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White House halts research into 'super strains' of infectious diseases

White House halts research into 'super strains' of infectious diseases


The funding halt affects future influenza, MERS, and SARS research — and current researchers have been asked to suspend their studies as well

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Avian flu wild-type H5N1
Avian flu wild-type H5N1

The White House has halted research examining how diseases like influenza, MERS, and SARS can be more easily transmitted among animals, citing safety concerns. The US will not fund any new research and is encouraging those with existing research to pause their experiments.

There were apparently biosafety "incidents" at federally-funded research centers. As a result, the White House Office of Science and Technology Policy, along with the Department of Health and Human Services, is launching "a deliberative process" to assess risks associated with this type of research.

In August, a CDC researcher contaminated samples while rushing to a meeting. And in June, the CDC left anthrax samples unlocked and used expired disinfectant on them. It's not clear from the White House statement if these were the incidents being referred to. A call to Becky Fried, a spokeswoman for the White House Office of Science and Technology Policy wasn't immediately returned.

The risk that viruses and bacteria will become stronger exists in natureCalled "gain of function" research, these studies increase infectious agents' ability to cause disease, or make it easier for them to spread. Right now, these types of studies are ongoing in influenza, Middle Eastern respiratory syndrome, and sudden acute respiratory syndrome. The White House is particularly concerned with research expected to create versions of those pathogens that increase airborne transmission.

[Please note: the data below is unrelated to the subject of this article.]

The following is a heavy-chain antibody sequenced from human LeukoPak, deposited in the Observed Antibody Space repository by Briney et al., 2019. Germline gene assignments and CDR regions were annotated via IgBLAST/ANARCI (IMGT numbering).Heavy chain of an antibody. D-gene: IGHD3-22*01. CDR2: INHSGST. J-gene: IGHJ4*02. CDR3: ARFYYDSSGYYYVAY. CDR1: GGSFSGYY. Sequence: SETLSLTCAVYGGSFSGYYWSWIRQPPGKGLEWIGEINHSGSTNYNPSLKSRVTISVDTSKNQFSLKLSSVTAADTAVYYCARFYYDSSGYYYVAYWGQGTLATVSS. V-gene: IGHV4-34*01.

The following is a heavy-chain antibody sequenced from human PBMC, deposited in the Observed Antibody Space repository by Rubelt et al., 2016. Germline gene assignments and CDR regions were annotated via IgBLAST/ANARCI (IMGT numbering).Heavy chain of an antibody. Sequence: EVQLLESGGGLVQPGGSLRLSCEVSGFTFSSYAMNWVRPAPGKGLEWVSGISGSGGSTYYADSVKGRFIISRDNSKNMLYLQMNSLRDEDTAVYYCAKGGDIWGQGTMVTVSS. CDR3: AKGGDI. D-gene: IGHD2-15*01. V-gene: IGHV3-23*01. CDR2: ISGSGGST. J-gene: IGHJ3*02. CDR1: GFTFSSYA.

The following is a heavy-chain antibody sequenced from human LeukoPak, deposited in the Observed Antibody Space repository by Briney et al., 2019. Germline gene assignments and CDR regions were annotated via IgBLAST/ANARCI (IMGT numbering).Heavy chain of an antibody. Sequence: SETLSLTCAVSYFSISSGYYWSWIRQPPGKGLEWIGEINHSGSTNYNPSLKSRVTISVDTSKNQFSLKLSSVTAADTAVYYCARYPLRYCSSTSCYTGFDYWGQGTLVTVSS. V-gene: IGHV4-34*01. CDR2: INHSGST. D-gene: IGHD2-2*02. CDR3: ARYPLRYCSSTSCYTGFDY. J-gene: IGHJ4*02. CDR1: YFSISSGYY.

The risk that viruses and bacteria will become stronger or easier to transmit exists in nature. Scientists do gain of function studies in order to evaluate the risks and figure out how to fight future mutations. "NIH has funded such studies because they help define the fundamental nature of human-pathogen interactions, enable the assessment of the pandemic potential of emerging infectious agents, and inform public health and preparedness efforts," the National Institutes of Health director Francis Collins said in a statement. "These studies, however, also entail biosafety and biosecurity risks, which need to be understood better."

This isn't the first time gain-of-function research has been halted. In January 2012, international researchers issued a moratorium on testing H5N1, the bird flu virus, and didn't resume testing until 2013.

This isn't the first time gain of function studies have been haltedThe National Science Advisory Board for Biosecurity will meet on October 22 to debate the issues and begin making recommendations. The NSABB is the official Federal adviser for oversight on these areas of research. In addition, the National Research Council will be asked to create a scientific symposium to debate the benefits and risks, as well as a second one, later, to discuss NSABB's draft recommendations.

The final recommendations from the NSABB "will inform the development and adoption of a new U.S. Government policy regarding gain-of-function research," according to the White House statement.

Correction: A previous version of this article said that the halt affected MRSA research, not MERS research. We apologize for the error.